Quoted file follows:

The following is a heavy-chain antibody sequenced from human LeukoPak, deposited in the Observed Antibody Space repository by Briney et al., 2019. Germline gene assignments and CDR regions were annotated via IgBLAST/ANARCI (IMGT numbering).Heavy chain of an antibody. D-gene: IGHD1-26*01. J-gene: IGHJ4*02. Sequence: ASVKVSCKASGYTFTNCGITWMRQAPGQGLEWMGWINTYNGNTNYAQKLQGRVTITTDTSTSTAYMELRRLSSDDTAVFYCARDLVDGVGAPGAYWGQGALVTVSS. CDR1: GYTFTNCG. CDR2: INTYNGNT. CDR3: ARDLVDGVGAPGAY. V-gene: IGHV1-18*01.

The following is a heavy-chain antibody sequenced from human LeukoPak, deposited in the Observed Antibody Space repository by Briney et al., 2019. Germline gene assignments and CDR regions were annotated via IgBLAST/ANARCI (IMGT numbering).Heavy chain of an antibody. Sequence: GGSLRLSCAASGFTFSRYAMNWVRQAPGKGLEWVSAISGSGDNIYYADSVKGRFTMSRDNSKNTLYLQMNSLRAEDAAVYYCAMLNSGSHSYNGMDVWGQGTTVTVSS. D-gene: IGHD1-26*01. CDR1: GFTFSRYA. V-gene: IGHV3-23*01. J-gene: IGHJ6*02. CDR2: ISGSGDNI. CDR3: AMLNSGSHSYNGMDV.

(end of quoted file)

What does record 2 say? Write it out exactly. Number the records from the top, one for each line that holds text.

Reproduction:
The following is a heavy-chain antibody sequenced from human LeukoPak, deposited in the Observed Antibody Space repository by Briney et al., 2019. Germline gene assignments and CDR regions were annotated via IgBLAST/ANARCI (IMGT numbering).Heavy chain of an antibody. Sequence: GGSLRLSCAASGFTFSRYAMNWVRQAPGKGLEWVSAISGSGDNIYYADSVKGRFTMSRDNSKNTLYLQMNSLRAEDAAVYYCAMLNSGSHSYNGMDVWGQGTTVTVSS. D-gene: IGHD1-26*01. CDR1: GFTFSRYA. V-gene: IGHV3-23*01. J-gene: IGHJ6*02. CDR2: ISGSGDNI. CDR3: AMLNSGSHSYNGMDV.